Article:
Xamarin Forms is an MVVM (model-view-viewmodel) development platform in its own right, with its own control look and feel based on Android’s Material Design language. Xamarin Forms gives iOS and Android apps a consistent look and feel while still giving them access to native features and services.

With .NET 6 intended to unify the various .NET platforms, Xamarin Forms is the logical foundation for a new set of mobile UI tooling and a new cross-platform UI framework for .NET. Microsoft unveiled this new approach at Build 2020, calling it the .NET Multiplatform App UI (MAUI).

.NET MAUI is the next generation of Xamarin Forms, intended to allow developers to build an app once in a single Visual Studio project with a single codebase, targeting any supported device. The aim is to deliver a simplified project structure.

Rather than a single solution with separate projects for each platform you’re targeting, with MAUI a single project will contain the resources needed to target specific platforms. If you need native APIs for access to device-specific services, these can be bundled in a platforms view and used at compile time when targeting builds for each platform.

Alongside the platform code, you can bundle resources that will be used by your XAML, including images and fonts, giving you one place to manage all the elements of your application.

The new project model that comes with .NET 6 is key to this approach, as it applies a more logical grouping to the modules used in cross-platform apps, and to how code is built and deployed.

However, despite the structural changes to projects, the code you write tomorrow should be very like today’s, but easier to deploy across multiple platforms and to keep updated with changes to platform APIs and application design resources.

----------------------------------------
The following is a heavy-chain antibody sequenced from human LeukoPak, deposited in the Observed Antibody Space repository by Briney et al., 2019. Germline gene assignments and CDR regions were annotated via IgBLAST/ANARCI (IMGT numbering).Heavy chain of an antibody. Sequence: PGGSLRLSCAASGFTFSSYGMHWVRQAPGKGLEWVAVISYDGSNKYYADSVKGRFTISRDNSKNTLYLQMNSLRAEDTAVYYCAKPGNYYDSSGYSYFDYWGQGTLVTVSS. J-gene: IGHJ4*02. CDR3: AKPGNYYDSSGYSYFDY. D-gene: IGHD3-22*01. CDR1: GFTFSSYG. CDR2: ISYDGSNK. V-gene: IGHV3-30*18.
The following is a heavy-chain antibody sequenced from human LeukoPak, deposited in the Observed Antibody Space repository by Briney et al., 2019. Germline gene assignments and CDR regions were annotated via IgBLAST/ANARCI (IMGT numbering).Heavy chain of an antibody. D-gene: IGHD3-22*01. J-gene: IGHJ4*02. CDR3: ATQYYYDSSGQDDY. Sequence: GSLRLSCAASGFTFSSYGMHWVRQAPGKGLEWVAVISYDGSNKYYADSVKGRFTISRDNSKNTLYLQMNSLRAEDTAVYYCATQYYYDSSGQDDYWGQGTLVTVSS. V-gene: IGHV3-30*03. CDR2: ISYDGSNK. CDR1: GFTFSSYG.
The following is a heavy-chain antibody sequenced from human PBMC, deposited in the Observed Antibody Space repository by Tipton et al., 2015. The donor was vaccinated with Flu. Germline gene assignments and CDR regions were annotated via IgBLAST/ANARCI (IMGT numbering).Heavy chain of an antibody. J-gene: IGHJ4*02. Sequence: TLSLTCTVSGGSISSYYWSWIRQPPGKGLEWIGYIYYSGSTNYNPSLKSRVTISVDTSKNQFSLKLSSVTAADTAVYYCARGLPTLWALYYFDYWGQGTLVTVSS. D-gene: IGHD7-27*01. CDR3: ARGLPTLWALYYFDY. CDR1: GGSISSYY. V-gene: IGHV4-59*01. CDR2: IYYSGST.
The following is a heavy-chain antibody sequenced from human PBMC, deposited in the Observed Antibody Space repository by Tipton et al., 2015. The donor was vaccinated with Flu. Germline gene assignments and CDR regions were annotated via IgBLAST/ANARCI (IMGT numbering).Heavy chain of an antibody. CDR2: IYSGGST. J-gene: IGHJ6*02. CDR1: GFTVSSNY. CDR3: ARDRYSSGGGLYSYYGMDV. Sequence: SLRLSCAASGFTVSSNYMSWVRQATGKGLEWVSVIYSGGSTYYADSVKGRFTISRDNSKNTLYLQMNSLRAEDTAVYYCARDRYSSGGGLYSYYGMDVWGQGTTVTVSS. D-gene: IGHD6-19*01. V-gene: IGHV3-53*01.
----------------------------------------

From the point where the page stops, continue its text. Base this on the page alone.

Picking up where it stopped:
The road to .NET MAUI

We’re still months away from seeing usable .NET MAUI code, as it depends on .NET 6 SDK features, although a GitHub repository is already open with some of the initial implementations.

When a preview does ship toward the end of 2020, what we’ll get should be fairly similar to the existing Xamarin Forms, which will continue being developed in parallel with .NET MAUI. Key changes will be around how you structure projects, with a new namespace moving from Xamarin’s own namespace to .NET’s System.

The published roadmap for .NET MAUI suggests that initially we’ll get a preview build based on a renaming of the current Xamarin Forms release, with some simplifications and new features coming from .NET 6’s new features.

More changes will come during 2021 as .NET MAUI and .NET 6 evolve, with macOS and Windows controls joining Android and iOS by summer 2021. You should be able to deliver unified applications by the intended November 2021 release, with a release candidate due in September 2021.

Microsoft is planning other changes to Xamarin in the .NET 6 timeframe, moving other Xamarin libraries to System, and renaming Xamarin.iOS and Xamarin.Android to .NET for iOS and .NET for Android. It’s a logical move, if a little sad for those of us who’ve followed the development of Xamarin since the early days of Mono.

Perhaps a more positive way of thinking of it is that, with the move to a cross-platform .NET Core as the foundation of all things .NET, it’s not so much Microsoft absorbing Xamarin as Xamarin becoming the heart of .NET’s open source future. That’s a good legacy for the Mono project.